Truth in Advertising: A Novel

( 12 )

Overview

A wickedly funny, honest, and poignant debut novel in the spirit of Then We Came to the End and This Is Where I Leave You about the absurdity of corporate life, the complications of love, and the meaning of family.

Finbar Dolan is lost and lonely. Except he doesn’t know it. Despite escaping his blue-collar Boston upbringing to carve out a mildly successful career at a Madison Avenue ad agency, he’s a bit of a mess and closing in on forty. He’s recently called off a wedding. Now,...

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Truth in Advertising: A Novel

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Overview

A wickedly funny, honest, and poignant debut novel in the spirit of Then We Came to the End and This Is Where I Leave You about the absurdity of corporate life, the complications of love, and the meaning of family.

Finbar Dolan is lost and lonely. Except he doesn’t know it. Despite escaping his blue-collar Boston upbringing to carve out a mildly successful career at a Madison Avenue ad agency, he’s a bit of a mess and closing in on forty. He’s recently called off a wedding. Now, a few days before Christmas, he’s forced to cancel a long-postponed vacation in order to write, produce, and edit a Superbowl commercial for his diaper account in record time.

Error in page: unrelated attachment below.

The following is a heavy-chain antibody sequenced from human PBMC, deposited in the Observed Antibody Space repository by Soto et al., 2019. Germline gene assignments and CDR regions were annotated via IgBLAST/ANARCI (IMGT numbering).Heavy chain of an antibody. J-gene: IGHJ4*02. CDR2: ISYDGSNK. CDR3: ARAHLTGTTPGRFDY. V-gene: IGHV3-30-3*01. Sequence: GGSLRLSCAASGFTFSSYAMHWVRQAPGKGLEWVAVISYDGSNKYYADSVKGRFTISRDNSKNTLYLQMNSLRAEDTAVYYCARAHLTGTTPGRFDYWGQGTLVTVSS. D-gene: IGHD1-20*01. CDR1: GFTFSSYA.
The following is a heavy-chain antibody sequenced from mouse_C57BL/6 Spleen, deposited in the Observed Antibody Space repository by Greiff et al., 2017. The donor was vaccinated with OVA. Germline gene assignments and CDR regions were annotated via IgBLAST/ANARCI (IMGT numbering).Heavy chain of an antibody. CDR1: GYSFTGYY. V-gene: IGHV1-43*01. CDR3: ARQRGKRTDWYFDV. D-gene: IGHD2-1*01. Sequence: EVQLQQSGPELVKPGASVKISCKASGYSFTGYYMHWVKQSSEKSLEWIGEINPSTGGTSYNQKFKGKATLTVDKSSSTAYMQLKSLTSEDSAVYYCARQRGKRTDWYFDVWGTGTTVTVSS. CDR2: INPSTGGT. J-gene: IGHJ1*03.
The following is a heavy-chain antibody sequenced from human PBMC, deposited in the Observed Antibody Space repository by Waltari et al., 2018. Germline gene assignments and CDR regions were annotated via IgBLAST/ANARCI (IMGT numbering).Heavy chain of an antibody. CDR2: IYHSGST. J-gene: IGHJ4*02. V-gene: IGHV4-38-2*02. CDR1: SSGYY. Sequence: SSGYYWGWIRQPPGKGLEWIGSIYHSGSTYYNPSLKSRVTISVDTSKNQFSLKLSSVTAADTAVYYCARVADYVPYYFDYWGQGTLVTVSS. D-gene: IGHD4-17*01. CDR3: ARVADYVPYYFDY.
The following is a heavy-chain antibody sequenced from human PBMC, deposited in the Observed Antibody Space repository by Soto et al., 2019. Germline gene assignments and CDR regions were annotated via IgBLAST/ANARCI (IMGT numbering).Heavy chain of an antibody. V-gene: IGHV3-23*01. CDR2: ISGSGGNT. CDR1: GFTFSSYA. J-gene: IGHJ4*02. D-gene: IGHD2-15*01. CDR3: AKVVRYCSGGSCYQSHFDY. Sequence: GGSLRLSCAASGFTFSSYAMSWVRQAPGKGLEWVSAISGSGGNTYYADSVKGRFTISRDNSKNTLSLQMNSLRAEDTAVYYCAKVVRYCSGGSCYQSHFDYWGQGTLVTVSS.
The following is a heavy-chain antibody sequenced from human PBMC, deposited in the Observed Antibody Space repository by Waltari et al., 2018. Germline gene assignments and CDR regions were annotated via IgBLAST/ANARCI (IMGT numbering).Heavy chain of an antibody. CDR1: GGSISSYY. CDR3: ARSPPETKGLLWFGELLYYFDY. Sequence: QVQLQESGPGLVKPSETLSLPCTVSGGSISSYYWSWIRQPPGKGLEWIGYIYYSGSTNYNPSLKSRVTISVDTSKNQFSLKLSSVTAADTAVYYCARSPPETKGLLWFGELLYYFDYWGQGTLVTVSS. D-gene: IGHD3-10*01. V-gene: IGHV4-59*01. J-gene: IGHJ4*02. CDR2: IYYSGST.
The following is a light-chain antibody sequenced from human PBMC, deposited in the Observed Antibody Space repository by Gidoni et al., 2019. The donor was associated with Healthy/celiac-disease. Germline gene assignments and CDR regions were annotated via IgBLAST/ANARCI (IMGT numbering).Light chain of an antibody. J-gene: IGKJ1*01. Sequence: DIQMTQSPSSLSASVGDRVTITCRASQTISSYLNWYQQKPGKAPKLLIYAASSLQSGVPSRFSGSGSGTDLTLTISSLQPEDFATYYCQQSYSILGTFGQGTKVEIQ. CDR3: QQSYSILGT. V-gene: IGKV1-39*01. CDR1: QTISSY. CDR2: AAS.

Fortunately, it gets worse. He learns that his long-estranged and once-abusive father has fallen ill. And that neither of his brothers or his sister intend to visit. It’s a wake-up call for Fin to re-evaluate the choices he’s made, admit that he’s falling for his co-worker Phoebe, question the importance of diapers in his life, and finally tell the truth about his life and his past.

First-time novelist John Kenney, a regular New Yorker contributor, mines his own advertising background to weave spot-on, compelling insider detail into a hilarious, insightful, at times sardonic, and ultimately moving debut.

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Editorial Reviews

The Washington Post - John Wilwol
Peppered with colorful impressions of New York City life, Truth in Advertising is a quick-witted, wry sendup of the advertising industry and corporate culture…[it] delivers a clear-eyed, sympathetic story about complex family ties and the possibility of healing.
Publishers Weekly